Each tier is designed to complement or meet the student where they are at in their academic journey. Tier I begins in January of each year and offers courses, training and experiential learning across all service lines. Tier II occurs during the summer and is an opportunity for further clinical immersion whereby the student functions in a full-time nurse extern capacity side by side with a nurse preceptor. During this time, student nurses focus on nursing skills, patient safety, time management, electronic documentation and management of multiple patients. Tier III offers a hybrid of continued clinical experiences, nursing education and transition-to-practice support. SNAP concludes in the fall, or the following spring, when attention is paid to building and instilling confidence until academic graduation and transition to a licensed nurse position on our team. 

In addition to the program structure, SNAP also supports organizational needs. Student nurses are eligible to work additional time as their studies permit. This was ever present during the heart of the pandemic. Through fulfilling various on-site roles, the SNAP participants supported over 16,300 hours of COVID-19 needs. These hours were in excess of the formal program requirements and were a true asset in supporting hospital operations. The role of the student nurse is valuable, as their skill set and knowledge can be leveraged as they progress in their formal studies.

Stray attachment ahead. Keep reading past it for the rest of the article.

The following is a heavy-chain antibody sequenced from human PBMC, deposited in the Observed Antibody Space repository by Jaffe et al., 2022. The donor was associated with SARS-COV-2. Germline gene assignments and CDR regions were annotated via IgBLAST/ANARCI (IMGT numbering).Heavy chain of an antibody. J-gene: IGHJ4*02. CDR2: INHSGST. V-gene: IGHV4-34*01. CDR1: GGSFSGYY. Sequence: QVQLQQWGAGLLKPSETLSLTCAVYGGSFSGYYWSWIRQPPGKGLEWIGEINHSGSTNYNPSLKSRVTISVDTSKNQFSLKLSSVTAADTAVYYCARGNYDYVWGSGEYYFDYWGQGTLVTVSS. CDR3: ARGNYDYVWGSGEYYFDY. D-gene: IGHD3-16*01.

Since SNAP’s inception, the program has grown to include 22 nursing schools represented by nearly 700 total student participants. Nine out of 10 SNAP graduates become full-time nurses with Norton Healthcare. One-year nurse retention for SNAP graduates is 94%. Furthermore, 85% remain employed with Norton Healthcare at their two-year anniversary. As a result of SNAP’s higher retention rates, we have achieved an estimated $28 million dollars in cost savings over five years. Additionally, SNAP graduates have statistically significant, self-reported higher rates in perceived self-confidence related to patient safety when compared to other new graduate nurses who did not complete SNAP. The program is such an incredible success that we’ve expanded the concept to other disciplines including surgical technicians, respiratory therapists and medical assistants. For more information on SNAP you can visit NortonHealthcare.com/SNAP or connect with the team directly at SNAP@nortonhealthcare.org.

As health care change accelerates, the necessity for strong, agile partnerships between academic and practice nursing leaders will only increase.

As health care change accelerates, the necessity for strong, agile partnerships between academic and practice nursing leaders will only increase. Just as we saw the creative ways nursing programs and hospital care delivery persisted during the pandemic, future challenges will foster new ways of cooperating to educate and train nurses in creating the best outcomes for patients.